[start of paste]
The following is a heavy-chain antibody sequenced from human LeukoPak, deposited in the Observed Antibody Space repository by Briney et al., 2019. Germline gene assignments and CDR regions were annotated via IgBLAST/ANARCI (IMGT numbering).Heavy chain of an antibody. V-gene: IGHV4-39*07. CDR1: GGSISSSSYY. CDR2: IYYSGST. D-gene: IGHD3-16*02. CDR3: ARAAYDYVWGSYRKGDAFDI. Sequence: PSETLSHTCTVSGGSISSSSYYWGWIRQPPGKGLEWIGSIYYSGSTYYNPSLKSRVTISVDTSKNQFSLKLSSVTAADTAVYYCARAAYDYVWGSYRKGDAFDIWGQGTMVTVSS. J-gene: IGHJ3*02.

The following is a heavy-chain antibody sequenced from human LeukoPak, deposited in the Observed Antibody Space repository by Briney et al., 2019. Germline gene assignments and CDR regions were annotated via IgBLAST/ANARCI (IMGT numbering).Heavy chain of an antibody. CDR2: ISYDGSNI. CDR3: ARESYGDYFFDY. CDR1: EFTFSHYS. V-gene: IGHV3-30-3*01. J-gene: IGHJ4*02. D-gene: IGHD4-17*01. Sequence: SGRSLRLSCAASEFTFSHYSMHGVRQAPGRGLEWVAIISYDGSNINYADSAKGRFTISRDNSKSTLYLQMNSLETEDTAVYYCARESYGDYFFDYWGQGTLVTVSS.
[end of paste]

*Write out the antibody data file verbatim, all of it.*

The following is a heavy-chain antibody sequenced from human LeukoPak, deposited in the Observed Antibody Space repository by Briney et al., 2019. Germline gene assignments and CDR regions were annotated via IgBLAST/ANARCI (IMGT numbering).Heavy chain of an antibody. V-gene: IGHV4-39*07. CDR1: GGSISSSSYY. CDR2: IYYSGST. D-gene: IGHD3-16*02. CDR3: ARAAYDYVWGSYRKGDAFDI. Sequence: PSETLSHTCTVSGGSISSSSYYWGWIRQPPGKGLEWIGSIYYSGSTYYNPSLKSRVTISVDTSKNQFSLKLSSVTAADTAVYYCARAAYDYVWGSYRKGDAFDIWGQGTMVTVSS. J-gene: IGHJ3*02.

The following is a heavy-chain antibody sequenced from human LeukoPak, deposited in the Observed Antibody Space repository by Briney et al., 2019. Germline gene assignments and CDR regions were annotated via IgBLAST/ANARCI (IMGT numbering).Heavy chain of an antibody. CDR2: ISYDGSNI. CDR3: ARESYGDYFFDY. CDR1: EFTFSHYS. V-gene: IGHV3-30-3*01. J-gene: IGHJ4*02. D-gene: IGHD4-17*01. Sequence: SGRSLRLSCAASEFTFSHYSMHGVRQAPGRGLEWVAIISYDGSNINYADSAKGRFTISRDNSKSTLYLQMNSLETEDTAVYYCARESYGDYFFDYWGQGTLVTVSS.